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New mortgage rules pushing up rates?



Banks and building societies limit types of mortgages on offer as new lending rules came into force

Halifax property and mortgage guide: choosing a mortgage

Halifax property and mortgage guide: choosing a mortgage

The Mortgage Market Review has led to speculation that lenders will move away from two-year fixes and offer longer deals

By  Nicole Blackmore


Banks and building societies have limited the types of mortgages they offer and some have pulled out of certain markets altogether as new lending rules came into force today.

The Mortgage Market Review has turned interest-only and regulated buy-to-let into niche product areas and led to speculation that lenders will move away from two-year fixes and offer longer deals.

Here we look at how products have changed – and become more restrictive – under the new rules.

Short-term deals 

Last week the Financial Conduct Authority said it had concerns about financial companies that used cheap headline rates to suck customers in if they were not able to afford the higher rates when an initial offer period ended. This led to speculation that two-year fixed mortgage deals might disappear in favour of longer fixes.

But the FCA said it did not want to discourage two-year fixes, adding that the stress tests being implemented under the MMR would force lenders to evaluate whether borrowers could afford loans in the long term.

A spokesman said: “All mortgages that are fixed for less than five years will have to be stress-tested, so shorter deals are fine but we could see the proportion of longer-term deals increase as a result of the changes.”

Brokers are confident that two-year fixes will remain popular with both lenders and borrowers. Mark Harris, chief executive of SPF Private Clients, said: “If borrowers are being stress-tested to ensure they can afford repayments when rates are higher, there is no need to abolish cheap short-term fixed rates. The next time banks need to lend to hit their targets they will release highly competitive short-term fixed rates.”


These loans allow the debt to be repaid at the end of a typical 25-year term, with the interest being paid monthly.

Monthly bills start much lower and the borrower must save to clear the debt at the end of the term. This practice rose before the 2008 financial crisis, but almost disappeared when it became clear that hundreds of thousands of borrowers would struggle to repay the capital.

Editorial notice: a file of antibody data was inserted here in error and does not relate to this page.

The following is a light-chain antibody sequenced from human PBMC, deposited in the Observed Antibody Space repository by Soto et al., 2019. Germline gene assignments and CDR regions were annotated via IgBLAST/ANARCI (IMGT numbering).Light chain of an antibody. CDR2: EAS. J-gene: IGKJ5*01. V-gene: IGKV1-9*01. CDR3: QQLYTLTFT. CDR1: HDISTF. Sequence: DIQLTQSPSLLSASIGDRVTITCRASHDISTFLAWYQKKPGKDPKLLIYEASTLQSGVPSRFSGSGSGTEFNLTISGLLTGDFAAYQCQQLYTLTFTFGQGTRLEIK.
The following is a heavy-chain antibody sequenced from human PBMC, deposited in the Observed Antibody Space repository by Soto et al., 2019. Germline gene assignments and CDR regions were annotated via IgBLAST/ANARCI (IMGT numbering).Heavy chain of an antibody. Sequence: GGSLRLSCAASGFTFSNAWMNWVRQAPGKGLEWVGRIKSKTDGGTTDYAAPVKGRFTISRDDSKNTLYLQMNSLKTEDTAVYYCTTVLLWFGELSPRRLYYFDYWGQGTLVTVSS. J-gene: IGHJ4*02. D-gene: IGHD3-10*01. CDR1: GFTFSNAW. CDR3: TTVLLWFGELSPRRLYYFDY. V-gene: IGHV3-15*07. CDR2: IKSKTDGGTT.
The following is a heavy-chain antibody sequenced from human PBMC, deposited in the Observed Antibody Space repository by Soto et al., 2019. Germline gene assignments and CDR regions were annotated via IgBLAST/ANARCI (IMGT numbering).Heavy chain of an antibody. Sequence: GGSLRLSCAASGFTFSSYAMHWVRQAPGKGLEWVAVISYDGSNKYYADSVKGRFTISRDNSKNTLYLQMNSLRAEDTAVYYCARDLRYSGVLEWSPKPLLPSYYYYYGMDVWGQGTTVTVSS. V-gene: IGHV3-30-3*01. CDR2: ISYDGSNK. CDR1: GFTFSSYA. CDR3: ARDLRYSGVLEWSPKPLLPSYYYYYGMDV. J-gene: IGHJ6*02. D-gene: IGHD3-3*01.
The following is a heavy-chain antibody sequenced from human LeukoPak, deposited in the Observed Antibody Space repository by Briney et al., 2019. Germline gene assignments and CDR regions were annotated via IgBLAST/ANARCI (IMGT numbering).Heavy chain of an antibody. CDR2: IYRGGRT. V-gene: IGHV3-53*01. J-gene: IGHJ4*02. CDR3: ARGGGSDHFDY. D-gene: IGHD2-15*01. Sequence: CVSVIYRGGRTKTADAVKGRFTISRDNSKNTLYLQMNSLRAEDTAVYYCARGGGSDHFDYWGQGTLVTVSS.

Interest-only loans are still available, but not all lenders offer them and they are now seen as a niche product.

To take out an interest-only deal you are likely to need at least a 25pc deposit and a clear and realistic repayment vehicle that will allow you to pay off the capital sum in the future. Lenders that still offer interest-only deals include Santander, Halifax, Barclays and Virgin Money.

Regulated buy-to-let 

In the main, buy-to-let (BTL) mortgages are not regulated, so landlord borrowers are unaffected by MMR. But if you intend to live in a property in the future or a close relative, including parents, siblings, children, grandparents and grandchildren, will live there, the loan must be regulated.

NatWest, Coventry Building Society and Clydesdale Bank have all pulled out of regulated BTL lending as a result of the MMR. Banks and building societies that have only a small number of regulated BTL customers say they simply don’t have the resources to carry on offering such a niche product.

Moving or 'porting’ mortgages 

Many mortgages were sold with assurances that they could be moved – or ported – to a new property midway through the loan. The MMR rules say that existing borrowers will only need to meet the new affordability requirements if they want to borrow more, change the length of the loan, remove someone from a mortgage or move it to a new lender. Some lenders, however, are applying the tests to people who just want to move house.

Problems are likely to arise because many existing borrowers would not qualify for their mortgages if they were reassessed under the tough new affordability tests, even if their income had improved or they were moving to a cheaper property.

Borrowers who want to move house could find they are forced to pay an early repayment charge to move their mortgage to a more lenient lender. Others will be forced to stay where they are.

David Hollingworth, of broker London and Country, warned that the majority of lenders were likely to apply the full affordability tests to those who wanted to port their loan.

“In theory they do not have to but in practice most lenders will choose to reassess borrowers, even if they don’t want to borrow more,” he said

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